Chris Slottee, my esteemed colleague here at Atkinson, Conway & Gagnon, has already reported on the Alaska Supreme Court’s recent decision in Edenshaw v. Safeway, Inc. Chris’ blog post calmly notes that the decision may impose greater liability on property owners than was previously the case. I think that Chris has vastly understated the significance of the decision. This new decision totally knocks out one of the bulwarks of established tort law. I mean, what the heck happened to the Gritty Banana Peel Doctrine?
When I was in law school (back in the far, far recesses of the last century), they taught us fledgling lawyers that negligence was not the equivalent of strict liability. To be negligent and liable for someone’s injuries, you had to do something wrong. More specifically, you had fail to act in the manner that a reasonable person would have acted. Negligence law, good old Professor Dente said, accounted for the fact that BAD STUFF HAPPENS. Sometimes, its nobody’s fault and the plaintiff just has to take it in the shorts. (I’m paraphrasing the professor’s comments here.)
This principle of negligence law meant that just because a guy injures himself by falling down in a grocery store does not mean the store owner is liable. If the guy slipped on a banana peel, the store owner is not responsible unless the owner should have cleaned the thing up. So if the banana peel is a fresh one that was not previously tromped upon, it indicates the damn thing just fell on the floor and the store owner can’t be expected to have known about it or to have picked it up. But if the banana peel is all nasty from being on the floor for awhile this demonstrates a reasonable property owner had time to discover the peel and pick it up. This is the Gritty Banana Peel Doctrine.
You probably think I’m making this up. I’m not. In my first-year casebook on Torts from 1977, there were two cases on banana peels. In Anjou v. Boston Elevated Ry. Co., 94 N.E. 386 (Mass. 1911) the plaintiff won because she provided proof of negligence. The banana peel she slipped on “felt dry, gritty, as if there were dirt upon it,” and it was “black, flattened out and gritty.” But in Joye v. Great Atlantic and Pacific Tea Co., 405 F.2d 464 (4th Cir. 1968) the plaintiff lost because there was no proof of negligence. “Plaintiff offered no direct evidence below as to how long the banana had been on the floor before the accident . . . the jury could not tell whether the banana had been on defendant’s floor for 30 seconds or 3 days.” (My Torts book also had a case about pizza on the floor, but to avoid confusing myself or anyone else I want to stick to one kind of food.)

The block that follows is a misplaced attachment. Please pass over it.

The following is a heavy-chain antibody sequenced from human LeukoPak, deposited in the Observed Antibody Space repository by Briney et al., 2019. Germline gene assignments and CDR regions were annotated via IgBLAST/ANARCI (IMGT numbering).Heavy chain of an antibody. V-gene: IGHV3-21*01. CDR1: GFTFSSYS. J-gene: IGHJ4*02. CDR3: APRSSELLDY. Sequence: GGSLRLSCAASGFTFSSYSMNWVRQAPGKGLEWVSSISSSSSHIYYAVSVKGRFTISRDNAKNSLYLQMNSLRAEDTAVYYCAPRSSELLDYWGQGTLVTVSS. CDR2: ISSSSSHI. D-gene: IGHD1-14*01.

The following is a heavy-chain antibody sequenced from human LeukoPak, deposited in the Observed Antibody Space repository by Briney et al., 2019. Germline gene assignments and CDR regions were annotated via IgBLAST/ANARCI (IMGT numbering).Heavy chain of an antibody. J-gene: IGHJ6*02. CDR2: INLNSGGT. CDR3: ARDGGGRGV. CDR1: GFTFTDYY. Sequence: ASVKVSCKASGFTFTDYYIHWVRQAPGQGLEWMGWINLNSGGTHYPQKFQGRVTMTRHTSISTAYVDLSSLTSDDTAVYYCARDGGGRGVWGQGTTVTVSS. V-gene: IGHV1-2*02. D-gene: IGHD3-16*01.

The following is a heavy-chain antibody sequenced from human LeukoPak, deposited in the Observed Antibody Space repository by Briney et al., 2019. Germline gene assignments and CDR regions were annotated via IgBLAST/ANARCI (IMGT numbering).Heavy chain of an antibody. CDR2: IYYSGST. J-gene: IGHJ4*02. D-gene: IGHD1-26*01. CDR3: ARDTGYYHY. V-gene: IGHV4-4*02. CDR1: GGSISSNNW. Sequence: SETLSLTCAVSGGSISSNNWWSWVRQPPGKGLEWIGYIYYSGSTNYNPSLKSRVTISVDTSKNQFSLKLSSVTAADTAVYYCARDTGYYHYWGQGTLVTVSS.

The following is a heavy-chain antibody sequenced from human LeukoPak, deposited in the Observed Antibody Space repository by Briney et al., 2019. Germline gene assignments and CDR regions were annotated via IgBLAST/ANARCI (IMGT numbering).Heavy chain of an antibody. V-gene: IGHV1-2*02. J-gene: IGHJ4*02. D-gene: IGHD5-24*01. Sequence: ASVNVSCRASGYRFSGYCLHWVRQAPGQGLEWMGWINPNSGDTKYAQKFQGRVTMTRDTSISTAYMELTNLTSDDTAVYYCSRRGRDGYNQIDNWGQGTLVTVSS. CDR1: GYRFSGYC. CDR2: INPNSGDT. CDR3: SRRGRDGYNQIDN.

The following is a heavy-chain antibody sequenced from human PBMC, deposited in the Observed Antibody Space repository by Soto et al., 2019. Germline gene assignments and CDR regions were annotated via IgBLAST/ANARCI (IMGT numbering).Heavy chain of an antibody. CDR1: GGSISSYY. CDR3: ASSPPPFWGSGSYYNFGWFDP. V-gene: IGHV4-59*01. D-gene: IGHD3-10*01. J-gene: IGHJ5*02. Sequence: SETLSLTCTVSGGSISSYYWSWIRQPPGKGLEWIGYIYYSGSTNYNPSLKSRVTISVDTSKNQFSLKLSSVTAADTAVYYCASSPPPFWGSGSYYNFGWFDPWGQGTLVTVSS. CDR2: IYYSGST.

The Alaska Supreme Court in Edenshaw threw the Gritty Banana Peel Doctrine into the dumpster. The Court said a plaintiff can maintain a negligence action without specific evidence showing that the property owner knew or should have known of the dangerous condition. The Court also did not pin the property owner’s liability to him doing anything else in particular wrong (like stacking up the bananas in a faulty manner in the first place). In essence, the Court decided to entirely punt the question of sufficient proof of negligence to the jury. The plaintiff does not have to show the property owner did anything specifically wrong in order to roll the dice with the jury.
Under Edenshaw, it presumably will be enough for the plaintiff to show that he went into the defendant’s store, encountered a patch of gravity there, fell down and hurt himself. The poor trial court judge can only shrug her shoulders, hand the thing off to the jurors, and let them retreat to the back room to make sausage with it.
Many years ago the Alaska Supreme Court eliminated the old common law rules that had been developed in so-called premises liability cases. Those old rules had different standards depending on whether the plaintiff was classified as a trespasser, or a licensee, or an invitee. Since it was often hard to tell who was exactly what type of person, and since feudal law designed to protect landowners at all costs had fallen out of fashion, the Court chucked out these rules in favor of a plain reasonable care standard that applied to everyone. This change in the old rules was brilliant, visionary, super keen. It made life easier for everyone. But junking the Gritty Banana Peel Doctrine and cutting these cases free from any sort of objective proof standard? That’s just goofy.
I predict that Edenshaw will be distinguished into near oblivion as future cases are decided.
The Court’s Edenshaw decision only makes sense if you assume they really meant to say advance notice of a dangerous condition is not the only way to prove negligence; a myriad of other ways are permitted. Nevertheless, some sort of minimally adequate proof of negligence still has to be provided to get to the jury (reasonable minds differing and all that). The trial judge can be asked to verify this through a summary judgment or directed verdict motion. I have to admit, though, that the Edenshaw opinion does not come close to expressly stating this. But in my view this is what the opinion should have said.